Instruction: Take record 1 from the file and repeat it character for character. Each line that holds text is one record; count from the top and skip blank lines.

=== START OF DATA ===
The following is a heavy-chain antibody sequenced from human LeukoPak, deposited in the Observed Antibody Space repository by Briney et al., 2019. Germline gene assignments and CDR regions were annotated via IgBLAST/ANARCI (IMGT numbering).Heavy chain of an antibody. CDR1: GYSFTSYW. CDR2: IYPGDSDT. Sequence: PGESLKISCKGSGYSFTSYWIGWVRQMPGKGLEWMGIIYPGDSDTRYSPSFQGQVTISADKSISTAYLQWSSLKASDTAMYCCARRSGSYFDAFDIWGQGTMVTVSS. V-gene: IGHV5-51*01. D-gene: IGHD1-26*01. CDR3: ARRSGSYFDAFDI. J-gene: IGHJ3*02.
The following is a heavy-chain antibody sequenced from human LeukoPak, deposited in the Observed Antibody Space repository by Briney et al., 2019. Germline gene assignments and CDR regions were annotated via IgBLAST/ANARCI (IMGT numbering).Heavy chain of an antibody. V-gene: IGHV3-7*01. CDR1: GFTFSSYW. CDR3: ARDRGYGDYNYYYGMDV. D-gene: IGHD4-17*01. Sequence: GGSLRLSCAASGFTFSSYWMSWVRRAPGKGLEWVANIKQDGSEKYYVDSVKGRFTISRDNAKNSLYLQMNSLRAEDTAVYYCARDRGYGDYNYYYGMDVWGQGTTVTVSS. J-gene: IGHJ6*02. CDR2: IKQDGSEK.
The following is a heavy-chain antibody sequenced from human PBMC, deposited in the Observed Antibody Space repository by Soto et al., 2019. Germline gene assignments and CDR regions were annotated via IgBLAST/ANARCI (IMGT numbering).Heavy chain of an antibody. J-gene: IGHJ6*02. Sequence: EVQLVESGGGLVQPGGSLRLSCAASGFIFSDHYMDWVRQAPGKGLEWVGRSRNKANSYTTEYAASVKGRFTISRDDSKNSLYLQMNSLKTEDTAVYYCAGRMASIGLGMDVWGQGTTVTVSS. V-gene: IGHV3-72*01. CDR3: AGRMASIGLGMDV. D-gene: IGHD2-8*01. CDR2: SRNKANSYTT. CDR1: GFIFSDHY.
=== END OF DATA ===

The following is a heavy-chain antibody sequenced from human LeukoPak, deposited in the Observed Antibody Space repository by Briney et al., 2019. Germline gene assignments and CDR regions were annotated via IgBLAST/ANARCI (IMGT numbering).Heavy chain of an antibody. CDR1: GYSFTSYW. CDR2: IYPGDSDT. Sequence: PGESLKISCKGSGYSFTSYWIGWVRQMPGKGLEWMGIIYPGDSDTRYSPSFQGQVTISADKSISTAYLQWSSLKASDTAMYCCARRSGSYFDAFDIWGQGTMVTVSS. V-gene: IGHV5-51*01. D-gene: IGHD1-26*01. CDR3: ARRSGSYFDAFDI. J-gene: IGHJ3*02.